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Apps of the week: Getting the best read on your smartphone

By John D. Sutter, CNN
Apps can turn mobile phones into e-readers.
Apps can turn mobile phones into e-readers.
  • This week's app feature takes a look at phone e-readers
  • Amazon's Kindle app for the iPhone is an industry standard
  • Not to be outdone, Barnes & Noble has a clean e-reader app, too
  • Mobipocket is a good choice for Palm and BlackBerry owners

Editor's note: This is's App Wednesday feature. Each week, we feature one or a few mobile phone apps that have caught our attention. Chime in with tips, or tell us what we missed.

(CNN) -- The e-reader market is diversifying, and people who want devices to display digital books now have several choices: Amazon's Kindle, Sony's Reader and, as of last week, Barnes & Noble's Nook.

Throw into the mix upcoming tablet computers, and netbooks that perform double-duty as Web browsers and e-readers, and things start to get confusing.

But if you own a smartphone, you may not realize that you already have an e-reader in your pocket. Several apps, produced primarily by book sellers but also by some start-ups, bring digital book files directly to that mini-computer you tote around with you everywhere.

Here's a look at a few of the most popular and interesting book apps, for the iPhone, Android, Windows Mobile phones, Palm Pre and BlackBerry.

Amazon's Kindle app: Free on iPhone

Fans of Amazon's popular book-selling Web site can get access to their favorite material through this free app. The books will cost you, though, usually in the $10 range for popular fiction.

It's also worth noting that some short stories and long-form online writings are available as e-books on the Kindle app, even if they haven't been put to paper.

Some users complain of eye strain after spending time staring at page after page of text on a tiny phone screen, but the Kindle app does have some features to compensate. Readers can increase and decrease the text size and switch to white text with a black background for low-light reading.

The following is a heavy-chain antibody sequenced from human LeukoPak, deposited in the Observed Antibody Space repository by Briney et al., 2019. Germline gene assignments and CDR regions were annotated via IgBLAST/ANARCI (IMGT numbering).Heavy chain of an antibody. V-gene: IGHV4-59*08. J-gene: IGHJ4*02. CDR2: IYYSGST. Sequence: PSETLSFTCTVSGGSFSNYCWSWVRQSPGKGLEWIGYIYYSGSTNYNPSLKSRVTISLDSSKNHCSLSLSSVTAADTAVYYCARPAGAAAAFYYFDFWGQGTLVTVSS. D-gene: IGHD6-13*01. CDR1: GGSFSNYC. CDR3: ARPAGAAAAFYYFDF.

I find the Kindle app useful in short bursts of reading, such as on the subway. The app saves your spot in the book so you can return to it later without hassle, but flipping through page after phone-sized page can be as tiring on your hands as a thumb war.

Barnes & Noble's app: Free on iPhone and BlackBerry

The popular real-world and online book seller's reading app is similar to Amazon's, but its page-turning feature has more of a papery feel than Amazon's. B&N's app has a scroll function, which lets readers scan down through long columns of text instead of just changing pages horizontally. That feature sticks sometimes, though, and is somewhat difficult to use.

Like the Kindle app, the B&N app inverts the text and background colors for night reading. The main difference is the format of e-books you access. Amazon uses rights-protected formats that you can only access on the Kindle or on a Kindle app. B&N doesn't use completely open formats, but they're not as locked-down as Amazon's. That said, some bloggers are frustrated that it's not easy to pull in non-B&N content onto the app.

Mobipocket: Free on Windows Mobile devices, BlackBerry and Palm

Mobipocket makes up for the fact that some of the big-name e-reader apps don't appear on Windows devices or the BlackBerry. The app has a visual bookshelf layout and lots of customizable features, from the font you're reading to linked-in dictionaries and highlighting tools.

Stanza: Free on iPhone

Stanza, which is available only for the iPhone, has an advantage in that it can pull in e-books from a bunch of sources, not just one bookseller. It also has dozens of features, allowing users to make their books look like crusty, yellow-paged classics or like blue-and-white computer files. The 3-D page-turning feature will comfort readers who are new to digital reading.